— Where they’re headed: If the paid leave plan is included at all, it is sure to be a shorter, narrower program than initially envisioned. The White House has floated a four-week proposal targeted toward lower-income workers that would expire after three to four years. The price tag would cost about $100 billion.
On Sunday, Pelosi was asked on CNN’s State of the Union whether the paid leave policies would be in the final package. “That’s our hope,” the speaker said. “That’s what we’re fighting for.”
— What they wanted: Democrats planned to raise almost $600 billion to help pay for their social spending plan by hiking taxes on corporations and the nation’s highest-earning individuals. Even Manchin, who has snubbed so much of his party’s proposal, is on board with increasing the corporate and highest individual tax rates.
— Where they’re headed: Sinema opposes those hikes, spelling doom for rate increases, but she’s open to raising tax revenue in other ways. So Democrats are trying to build support for more complicated and potentially controversial tax changes, like a yearly tax on the unrealized gains of the wealthy, a corporate minimum tax, and a proposal to crack down on tax cheats by forcing banks and credit unions to give more account information to the IRS.
Wyden, the Senate’s top tax writer, plans to unveil a plan this week that would require people who have more than $1 billion in wealth or earn more than $100 million for three consecutive years to pay taxes on assets they hold, even if they don’t sell them.
Lowering prescription costs
— What they wanted: The bill House Democrats crafted would empower Medicare to bargain down the cost of hundreds of drugs and make those lower prices available to people on private insurance. It included hefty penalties to compel pharmaceutical companies to comply and pegged prices to those paid by other developed nations that have long bargained the cost of medicines.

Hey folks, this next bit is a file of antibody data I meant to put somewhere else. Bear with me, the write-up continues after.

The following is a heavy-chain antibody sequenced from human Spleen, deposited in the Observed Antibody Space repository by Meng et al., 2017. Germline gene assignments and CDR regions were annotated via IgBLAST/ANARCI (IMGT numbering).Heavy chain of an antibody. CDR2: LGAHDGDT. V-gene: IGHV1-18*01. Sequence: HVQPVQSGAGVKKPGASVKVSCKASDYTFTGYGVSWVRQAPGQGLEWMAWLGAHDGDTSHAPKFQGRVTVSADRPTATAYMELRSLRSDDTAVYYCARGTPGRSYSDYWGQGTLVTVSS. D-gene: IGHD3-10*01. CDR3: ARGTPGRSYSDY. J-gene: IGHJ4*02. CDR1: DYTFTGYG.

Democrats said the policy would fulfill their campaign-trail promises to tackle health costs and raise upwards of $700 billion.
— Where they’re headed: Democrats have been at an impasse for weeks as a small handful of House and Senate centrists continue to push back on the planned sweeping system for negotiating drug prices. Now lawmakers acknowledge they will end up with a far narrower drug pricing bill, if they can secure one at all.
Fallback plans include negotiating a smaller set of drugs under Medicare Part B, which covers drugs people usually wouldn’t self-administer, like vaccines and IV fluids. Lawmakers are considering leaving out drugs covered under Medicare Part D, which covers other prescriptions. They are also mulling negotiation only for the cost of drugs with expired patents and setting prices based on a U.S. standard, rather than an international baseline.
Other options for scaling back the plan include applying the lower prices in Medicare and not private insurance plans, or phasing in the changes more slowly to give corporations time to adjust.
— What they wanted: Democrats laid out $450 billion for universal Pre-K and a separate, multibillion-dollar program to bolster the child care industry and make it more affordable for parents.
Party leaders dreamed of giving states money over three years to expand child care options and subsidize care for families. In the fourth year, the plan would help build out an entitlement program to cover child care costs, with states shouldering 10 percent and the federal government paying 90 percent.
The proposal is among the most popular in the bill. Nearly 8 in 10 voters said in a September poll that they support it.
— Where they’re headed: Lawmakers were already considering changes in hopes of bringing down the program’s multibillion-dollar price tag. Then business lobby opposition rose this week, spurred by an unlikely critic: a left-leaning think tank.
An analysis by the People’s Policy Project predicted that the plan could jack up child care prices by more than $13,000 a year for families making more than their state’s median income, which ranges from about $45,000 in some states to $85,000 in others.
Democrats are still considering an expiration date for the program. Child care advocates warn, however, that an end date might discourage states from participating and stop short of the investment needed to remedy the nation’s child care shortage.